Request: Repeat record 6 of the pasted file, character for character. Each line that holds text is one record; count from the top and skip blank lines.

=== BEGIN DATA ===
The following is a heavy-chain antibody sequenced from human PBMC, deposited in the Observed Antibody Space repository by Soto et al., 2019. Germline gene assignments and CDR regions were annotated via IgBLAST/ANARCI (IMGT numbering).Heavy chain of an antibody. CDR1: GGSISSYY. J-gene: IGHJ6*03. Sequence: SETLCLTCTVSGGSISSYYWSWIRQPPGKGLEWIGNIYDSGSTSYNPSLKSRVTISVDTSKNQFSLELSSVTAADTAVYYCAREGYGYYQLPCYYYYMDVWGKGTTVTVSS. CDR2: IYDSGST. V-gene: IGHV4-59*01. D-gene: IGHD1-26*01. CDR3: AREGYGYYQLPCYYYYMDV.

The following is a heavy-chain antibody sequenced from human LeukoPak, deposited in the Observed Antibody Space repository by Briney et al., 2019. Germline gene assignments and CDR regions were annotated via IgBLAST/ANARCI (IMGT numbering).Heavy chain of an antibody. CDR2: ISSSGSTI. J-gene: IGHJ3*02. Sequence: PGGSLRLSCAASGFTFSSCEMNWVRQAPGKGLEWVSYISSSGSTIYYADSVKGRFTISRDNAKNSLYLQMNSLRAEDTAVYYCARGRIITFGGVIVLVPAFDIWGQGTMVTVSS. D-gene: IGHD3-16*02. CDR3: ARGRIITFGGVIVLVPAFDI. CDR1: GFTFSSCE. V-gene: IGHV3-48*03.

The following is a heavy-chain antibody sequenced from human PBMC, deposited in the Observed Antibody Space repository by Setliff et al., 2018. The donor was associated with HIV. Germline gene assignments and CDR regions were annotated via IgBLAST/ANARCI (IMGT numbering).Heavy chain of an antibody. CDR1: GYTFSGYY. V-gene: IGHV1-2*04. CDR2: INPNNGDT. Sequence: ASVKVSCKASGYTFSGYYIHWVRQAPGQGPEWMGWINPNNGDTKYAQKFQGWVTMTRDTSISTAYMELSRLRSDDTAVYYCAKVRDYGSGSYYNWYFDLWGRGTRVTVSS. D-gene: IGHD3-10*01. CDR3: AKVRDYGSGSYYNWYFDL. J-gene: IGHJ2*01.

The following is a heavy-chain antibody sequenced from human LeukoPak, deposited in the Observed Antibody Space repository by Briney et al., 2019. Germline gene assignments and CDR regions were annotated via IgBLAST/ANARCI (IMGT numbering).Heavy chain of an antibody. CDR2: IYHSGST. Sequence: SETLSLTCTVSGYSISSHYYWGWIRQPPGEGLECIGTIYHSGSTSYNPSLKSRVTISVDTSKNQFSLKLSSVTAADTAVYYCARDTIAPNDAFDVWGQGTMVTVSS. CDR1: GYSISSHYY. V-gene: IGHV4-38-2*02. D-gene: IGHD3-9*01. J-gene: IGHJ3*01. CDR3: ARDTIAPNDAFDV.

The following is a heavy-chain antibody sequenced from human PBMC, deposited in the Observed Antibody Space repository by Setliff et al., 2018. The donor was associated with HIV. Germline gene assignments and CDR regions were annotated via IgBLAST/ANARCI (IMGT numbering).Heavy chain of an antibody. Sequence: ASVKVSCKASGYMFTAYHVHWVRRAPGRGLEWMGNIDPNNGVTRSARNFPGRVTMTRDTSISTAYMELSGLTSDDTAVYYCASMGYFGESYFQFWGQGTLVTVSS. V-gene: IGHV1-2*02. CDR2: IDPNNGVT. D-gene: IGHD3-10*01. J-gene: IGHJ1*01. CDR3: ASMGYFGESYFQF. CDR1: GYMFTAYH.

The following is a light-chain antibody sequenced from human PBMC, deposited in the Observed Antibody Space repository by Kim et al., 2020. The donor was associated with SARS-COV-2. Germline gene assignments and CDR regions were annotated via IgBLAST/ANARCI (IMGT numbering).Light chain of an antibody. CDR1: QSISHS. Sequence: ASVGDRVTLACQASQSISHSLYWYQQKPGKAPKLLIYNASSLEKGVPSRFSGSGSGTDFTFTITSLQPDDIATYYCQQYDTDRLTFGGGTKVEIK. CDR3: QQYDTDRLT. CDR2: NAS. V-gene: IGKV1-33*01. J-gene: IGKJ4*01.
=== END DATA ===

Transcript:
The following is a light-chain antibody sequenced from human PBMC, deposited in the Observed Antibody Space repository by Kim et al., 2020. The donor was associated with SARS-COV-2. Germline gene assignments and CDR regions were annotated via IgBLAST/ANARCI (IMGT numbering).Light chain of an antibody. CDR1: QSISHS. Sequence: ASVGDRVTLACQASQSISHSLYWYQQKPGKAPKLLIYNASSLEKGVPSRFSGSGSGTDFTFTITSLQPDDIATYYCQQYDTDRLTFGGGTKVEIK. CDR3: QQYDTDRLT. CDR2: NAS. V-gene: IGKV1-33*01. J-gene: IGKJ4*01.